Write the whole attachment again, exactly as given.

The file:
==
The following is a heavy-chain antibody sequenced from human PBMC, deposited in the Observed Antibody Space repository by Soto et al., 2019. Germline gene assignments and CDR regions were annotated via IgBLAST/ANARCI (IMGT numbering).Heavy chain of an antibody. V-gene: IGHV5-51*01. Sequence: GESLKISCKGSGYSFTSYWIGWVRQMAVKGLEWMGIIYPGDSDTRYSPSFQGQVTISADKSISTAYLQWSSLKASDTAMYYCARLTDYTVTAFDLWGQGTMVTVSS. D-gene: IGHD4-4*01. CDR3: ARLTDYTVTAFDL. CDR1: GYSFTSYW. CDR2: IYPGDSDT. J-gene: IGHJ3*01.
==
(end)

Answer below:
The following is a heavy-chain antibody sequenced from human PBMC, deposited in the Observed Antibody Space repository by Soto et al., 2019. Germline gene assignments and CDR regions were annotated via IgBLAST/ANARCI (IMGT numbering).Heavy chain of an antibody. V-gene: IGHV5-51*01. Sequence: GESLKISCKGSGYSFTSYWIGWVRQMAVKGLEWMGIIYPGDSDTRYSPSFQGQVTISADKSISTAYLQWSSLKASDTAMYYCARLTDYTVTAFDLWGQGTMVTVSS. D-gene: IGHD4-4*01. CDR3: ARLTDYTVTAFDL. CDR1: GYSFTSYW. CDR2: IYPGDSDT. J-gene: IGHJ3*01.